Better Roads Staff
Uncertainty as a Way of Life
Planning in the Roadbuilding Business in 2011
By J. Brian Barksdale
The outlook for the construction industry in this New Year and the word “uncertainty” are synonymous. It seems that from an economic and business perspective (at least), none of us are really sure of anything anymore. Although officials claim the recession officially ended many months ago, economic challenges have not subsided for many people in the United States – not to mention globally. As far as the roadbuilding industry is concerned, there are many unresolved issues with the potential for positive change.
As always, businesses need to plan for what is known now while also preparing daily for potential changes. It has been obvious over the past few years that the companies that were “light on their feet” and able to quickly make revisions to their business structure have been the most successful at navigating the economic downturn.
With this backdrop of continuing uncertainty, roadbuilding contractors should remain focused on several significant areas in order to prosper in the current economy:
overall financial stability,
surety and banking relationships, and
awareness of new legislation.
Most companies have cut costs over the past couple of years. Reductions in labor force, slashed overhead expenses, stringent reviews of material costs and lean business practices are standard and should continue as construction companies try to match their work forces to the available contracts.
Other areas, however, need to be emphasized, — such as making every attempt to reduce the heavy loads of debt that many companies face. Companies have announced bankruptcy while showing profits on their financial statements – simply because they didn’t have positive cash flow to keep their debts current. Even with historically low interest rates on borrowings, highly-leveraged companies are struggling during this downturn. Any steps to improve a company’s cash flow situation are positive – and becoming imperative – in today’s lean economy. To improve financial stability, consider these options:
Some businesses still have idle assets that may be sold with proceeds used to pay off debts, or loans that may be extended or restructured.
In certain instances, business owners should consider injections of personal capital in order to strengthen company balance sheets, particularly when low profit levels are dramatically draining the company’s equity. If owners do not have the ability to personally infuse the company with cash, securing outside investors is an option. This decision may result in diluting their ownership in the company. While not preferable, it is sometimes the only practical solution to improve a contractor’s financial stability.
With the increased competition caused by lower levels of available work, essentially all contractors are deciding whether to take contracts at low or zero profits just to cover overhead and keep valuable workers on the payroll. I have one client who has refused to do so, citing the fact 30 years of experience and no needs for “practice.” As 2011 progresses, contractors should continue to re-evaluate their position on this issue, and consider the question of whether being stuck with very low margin work is worse than lower volumes of work. Those companies with relatively clean slates may be in a better position to take new more profitable contracts as they become available.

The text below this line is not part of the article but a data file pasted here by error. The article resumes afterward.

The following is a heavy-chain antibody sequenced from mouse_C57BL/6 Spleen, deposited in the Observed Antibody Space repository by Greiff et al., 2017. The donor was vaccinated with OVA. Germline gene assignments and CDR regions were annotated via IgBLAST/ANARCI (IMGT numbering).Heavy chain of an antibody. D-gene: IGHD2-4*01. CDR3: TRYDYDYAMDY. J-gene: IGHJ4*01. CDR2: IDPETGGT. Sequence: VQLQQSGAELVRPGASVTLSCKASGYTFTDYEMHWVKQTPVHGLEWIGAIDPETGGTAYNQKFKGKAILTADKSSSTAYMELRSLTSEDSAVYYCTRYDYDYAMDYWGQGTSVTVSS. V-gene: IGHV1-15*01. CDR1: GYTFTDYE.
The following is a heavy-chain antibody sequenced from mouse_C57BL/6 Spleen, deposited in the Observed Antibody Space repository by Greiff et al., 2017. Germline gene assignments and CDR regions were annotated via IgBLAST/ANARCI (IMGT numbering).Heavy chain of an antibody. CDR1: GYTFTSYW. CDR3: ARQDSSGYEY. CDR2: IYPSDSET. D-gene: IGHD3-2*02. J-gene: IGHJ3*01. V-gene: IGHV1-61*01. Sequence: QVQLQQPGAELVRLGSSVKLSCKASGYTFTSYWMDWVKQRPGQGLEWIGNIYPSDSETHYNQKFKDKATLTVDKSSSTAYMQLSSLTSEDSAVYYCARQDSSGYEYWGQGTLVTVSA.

Surety and banking relationships
Roadbuilders need to routinely work with their bankers and surety companies to maintain strong relationships. As the economy improves, many companies may find their attempts to grow and improve operations hampered or derailed entirely by an inability to borrow funds for working capital or equipment purchases. For example, even as significant, potentially profitable contracts surface, companies without the equity or borrowing ability to do the job will not be able to complete the work. As we emerge from this downturn, borrowing money may have never been more difficult with the tremendous scrutiny our financial institutions are confronting each day from regulators and shareholders.
The same philosophy applies to surety bonds. Bonding capacity is often a critical component of a construction company’s ability to secure new work, especially in the governmental arena. Although many contractors began the economic downturn with significant backlogs of jobs that have carried them to this point, that work is now dwindling. Given the reduced tax revenues that most governments have been facing, the letting of new public contracts has slowed or stopped in many areas of the country. So while it may be tempting to ignore the current need for bonding, the need will resume as conditions improve or as more government stimulus projects are created.
Corporate management should pay careful attention to maintaining strong relationships with their bankers and surety agents. Providing timely, accurate financial data is a key element to this process. As is so often the case, communication is critical; banks and surety companies do not like surprises. Companies should schedule regular meetings with their lenders and provide them with all of the business’ current financial information in order to prevent problems, as well as to secure financing and bonds as conditions improve. Consideration should also be given to establishing “back-up” relationships with other banks and surety companies so that additional options are available if and when needed.
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